• 9.

    Bustamante J, Boisson-Dupuis S, Abel L, Casanova JL. Mendelian susceptibility to mycobacterial disease: Genetic, immunological, and clinical features of inborn errors of IFN-gamma immunity. Semin Immunol. 2014;26(6):454-70. doi: 10.1016/j.smim.2014.09.008. [PubMed: 25453225]. [PubMed Central: PMC4357480].

  • 10.

    Ahmed N, Saeed ZI, Tariq M. Abdominal lymphadenopathy: an atypical presentation of enteric fever. Asian Pac J Trop Biomed. 2012;2(5):409-10. doi: 10.1016/S2221-1691(12)60066-5. [PubMed: 23569940]. [PubMed Central: PMC3609307].

  • 11.

    de Jong R, Altare F, Haagen IA, Elferink DG, Boer T, van Breda Vriesman PJ, et al. Severe mycobacterial and Salmonella infections in interleukin-12 receptor-deficient patients. Science. 1998;280(5368):1435-8. doi: 10.1126/science.280.5368.1435. [PubMed: 9603733].

  • 12.

    Altare F, Durandy A, Lammas D, Emile JF, Lamhamedi S, Le Deist F, et al. Impairment of mycobacterial immunity in human interleukin-12 receptor deficiency. Science. 1998;280(5368):1432-5. doi: 10.1126/science.280.5368.1432. [PubMed: 9603732].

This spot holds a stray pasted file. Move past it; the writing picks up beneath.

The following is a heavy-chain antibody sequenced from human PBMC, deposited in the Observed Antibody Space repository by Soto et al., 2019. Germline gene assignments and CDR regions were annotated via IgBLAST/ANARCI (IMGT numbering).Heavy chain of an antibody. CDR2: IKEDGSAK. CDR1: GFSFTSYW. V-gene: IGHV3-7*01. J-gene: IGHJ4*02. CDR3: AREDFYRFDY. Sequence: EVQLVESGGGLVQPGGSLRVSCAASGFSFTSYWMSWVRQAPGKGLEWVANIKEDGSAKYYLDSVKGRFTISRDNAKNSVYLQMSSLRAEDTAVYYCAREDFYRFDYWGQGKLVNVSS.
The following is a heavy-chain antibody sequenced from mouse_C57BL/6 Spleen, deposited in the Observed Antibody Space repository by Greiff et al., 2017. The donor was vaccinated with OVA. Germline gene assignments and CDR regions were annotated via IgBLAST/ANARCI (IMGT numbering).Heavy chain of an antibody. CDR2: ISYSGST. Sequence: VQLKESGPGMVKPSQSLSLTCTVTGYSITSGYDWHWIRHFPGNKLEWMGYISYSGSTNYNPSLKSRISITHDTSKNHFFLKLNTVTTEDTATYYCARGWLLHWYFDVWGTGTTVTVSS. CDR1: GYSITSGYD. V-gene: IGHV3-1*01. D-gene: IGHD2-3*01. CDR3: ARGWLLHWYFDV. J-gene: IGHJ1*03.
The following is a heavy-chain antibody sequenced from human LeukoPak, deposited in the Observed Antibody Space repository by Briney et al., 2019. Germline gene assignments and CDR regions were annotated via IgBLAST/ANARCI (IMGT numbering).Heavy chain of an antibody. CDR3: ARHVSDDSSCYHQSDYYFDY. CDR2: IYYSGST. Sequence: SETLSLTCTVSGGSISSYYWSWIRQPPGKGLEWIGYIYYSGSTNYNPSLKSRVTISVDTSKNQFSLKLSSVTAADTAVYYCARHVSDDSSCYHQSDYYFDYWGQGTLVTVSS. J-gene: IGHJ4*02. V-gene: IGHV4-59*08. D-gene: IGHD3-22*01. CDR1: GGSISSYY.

• 13.

    Lammas DA, Casanova JL, Kumararatne DS. Clinical consequences of defects in the IL-12-dependent interferon-gamma (IFN-gamma) pathway. Clin Exp Immunol. 2000;121(3):417-25. doi: 10.1046/j.1365-2249.2000.01284.x. [PubMed: 10971505]. [PubMed Central: PMC1905729].

  • 14.

    Staretz-Haham O, Melamed R, Lifshitz M, Porat N, Fieschi C, Casanova JL, et al. Interleukin-12 receptor beta1 deficiency presenting as recurrent Salmonella infection. Clin Infect Dis. 2003;37(1):137-40. doi: 10.1086/375229. [PubMed: 12830418].

  • 15.

    Remus N, Reichenbach J, Picard C, Rietschel C, Wood P, Lammas D, et al. Impaired interferon gamma-mediated immunity and susceptibility to mycobacterial infection in childhood. Pediatr Res. 2001;50(1):8-13. doi: 10.1203/00006450-200107000-00005. [PubMed: 11420412].

  • 16.

    Dorman SE, Holland SM. Interferon-gamma and interleukin-12 pathway defects and human disease. Cytokine Growth Factor Rev. 2000;11(4):321-33. [PubMed: 10959079].

Copyright © 2019, Author(s). This is an open-access article distributed under the terms of the Creative Commons Attribution-NonCommercial 4.0 International License (http://creativecommons.org/licenses/by-nc/4.0/) which permits copy and redistribute the material just in noncommercial usages, provided the original work is properly cited.